“Our diversity is our strength. What a dull and pointless life it would be if everyone was the same.” ~ Angelina Jolie
I have been trialling a new tool with some of my coaching clients, and I wanted to share a couple of observations with you about the breathtaking beauty of diversity. And the extent to which even those we are most different from have far more in common with us than what distinguishes us.
The tool is derived from Simon Sinek, David Mead and Peter Docker’s new book Find Your Why. In it, they outline a process for helping people find their ‘why’ which sounds deceptively simple.
At its core, it involves asking your coachee to share a handful of ‘defining memories’ from their life. They tell you about them, and you illicit information about how those experiences made them feel, and why they stand out as defining moments. It can take a while, but eventually you should start to see some themes emerging that will lead them to their ‘why’ statement.
It’s a very personal process – different for everyone – and a great privilege to be a part of.
As a consequence of this very inspiring process, I have gained fresh insights to the topic of diversity that I know will be of value to you.
Diversity Isn’t Just about Race, Gender, Age and Sexual Orientation…
One of the clients I worked with was a lot like me: same gender, same ethnicity and not that different in age. The memories she shared were beautiful and poignant – and had some eerie similarities to memories I have from my own life. And yet, what I learned as we worked through the process was that although the similarities were many, the way we have both interpreted the world and made a place within it are very different.
I learned that diversity actually comes from the way in which our lifetimes’ experiences have come together into a unique and beautiful perspective, rather than something that can be confirmed via a check-box on a pre-employment form.
Understanding What Makes Someone Tick Enables Powerful Connections
“Eventually everything connects – people, ideas, objects. The quality of the connections is the key to quality per se.” ~ Charles Eames
In some cases, I am working with people I’ve known for a while. After that kind of time passes, you start to think you know someone…
But I now realise I didn’t know them at all. But through this process, I have gained such powerful insights into some remarkable human beings that will stay with me forever.
My interpretation of this is that if it is someone you work with or know reasonably well, this process could enable a level of compassion and understanding that would create incredibly robust and productive relationships, built upon understanding rather than assuming. Feedback would have more resonance, assignments would be more aligned to passion and skill, and communication would be more effective.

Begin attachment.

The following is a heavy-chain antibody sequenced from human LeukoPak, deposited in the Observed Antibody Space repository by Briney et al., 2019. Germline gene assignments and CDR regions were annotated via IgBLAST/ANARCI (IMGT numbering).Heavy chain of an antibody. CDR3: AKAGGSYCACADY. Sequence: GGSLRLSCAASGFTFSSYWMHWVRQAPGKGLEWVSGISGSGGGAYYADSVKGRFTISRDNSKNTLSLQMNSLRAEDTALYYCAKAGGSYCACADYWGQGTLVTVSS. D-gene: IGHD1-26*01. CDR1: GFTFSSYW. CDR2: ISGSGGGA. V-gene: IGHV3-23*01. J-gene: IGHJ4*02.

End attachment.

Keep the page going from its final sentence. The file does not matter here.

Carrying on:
Workplaces Could be Engaging, Fulfilling and Joyous Places
“When work is a pleasure, life is a joy! When work is a duty, life is slavery.” ~ Maxim Gorky
I’ve long known the benefits of a manager taking the time to get to know her employees: development pathways to dream-jobs can be plotted, feedback can be perfectly timed and targeted, and unproductive behaviours empathetically re-oriented.
But I’ve been deeply struck by how powerful it would be if managers worked through this process with their team members (and vice-versa).
Understanding what motivates and inspires someone else enables a ‘synching’ of approaches that can be incredibly effective. And the shared experience and compassion makes it less likely that an employee/employer relationship would break down due to misunderstanding and disengagement.
Often teams that have been through a shared trial (similar to those who go through military training) have a connection that is profoundly effective for team work. I think this process has the potential to accomplish the same thing – but without the trauma!
I’m Fond of My Brain… But Other People’s Brains Are Pretty Cool Too
I’ve always been rather fond of my brain. I’m not sure if everyone feels that way or not – and it probably doesn’t matter! But I have learnt that while all brains are different, none of them is better or worse than any other. And, for me, that lies at the heart of diversity.
It has also caused me to reflect on how terrible it would be if everyone had a brain the same as mine! I think that’s a useful insight too!
In the diversity of appraoches and world-views you can find complementarity and synchronicity and serendipity and creative conflict…
All things that wouldn’t exist if we were all ‘just the same’.
“Embrace a diversity of ideas. Embrace the fact that you can disagree with people and not be disagreeable. Embrace the fact that you can find common ground – if you disagree on nine out of 10 things, but can find common ground on that 10th, maybe you can make progress. If you can find common ground, you can accomplish great things.” ~ David Boies